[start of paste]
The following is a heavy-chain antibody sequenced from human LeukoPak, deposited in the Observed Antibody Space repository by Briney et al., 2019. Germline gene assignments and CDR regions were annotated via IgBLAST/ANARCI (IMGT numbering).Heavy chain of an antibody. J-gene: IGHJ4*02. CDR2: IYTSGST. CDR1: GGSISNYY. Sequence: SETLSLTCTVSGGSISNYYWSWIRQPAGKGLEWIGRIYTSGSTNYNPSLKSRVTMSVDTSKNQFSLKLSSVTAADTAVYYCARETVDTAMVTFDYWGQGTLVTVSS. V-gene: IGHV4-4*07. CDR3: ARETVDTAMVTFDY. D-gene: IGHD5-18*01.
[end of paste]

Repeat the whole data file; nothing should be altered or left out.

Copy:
The following is a heavy-chain antibody sequenced from human LeukoPak, deposited in the Observed Antibody Space repository by Briney et al., 2019. Germline gene assignments and CDR regions were annotated via IgBLAST/ANARCI (IMGT numbering).Heavy chain of an antibody. J-gene: IGHJ4*02. CDR2: IYTSGST. CDR1: GGSISNYY. Sequence: SETLSLTCTVSGGSISNYYWSWIRQPAGKGLEWIGRIYTSGSTNYNPSLKSRVTMSVDTSKNQFSLKLSSVTAADTAVYYCARETVDTAMVTFDYWGQGTLVTVSS. V-gene: IGHV4-4*07. CDR3: ARETVDTAMVTFDY. D-gene: IGHD5-18*01.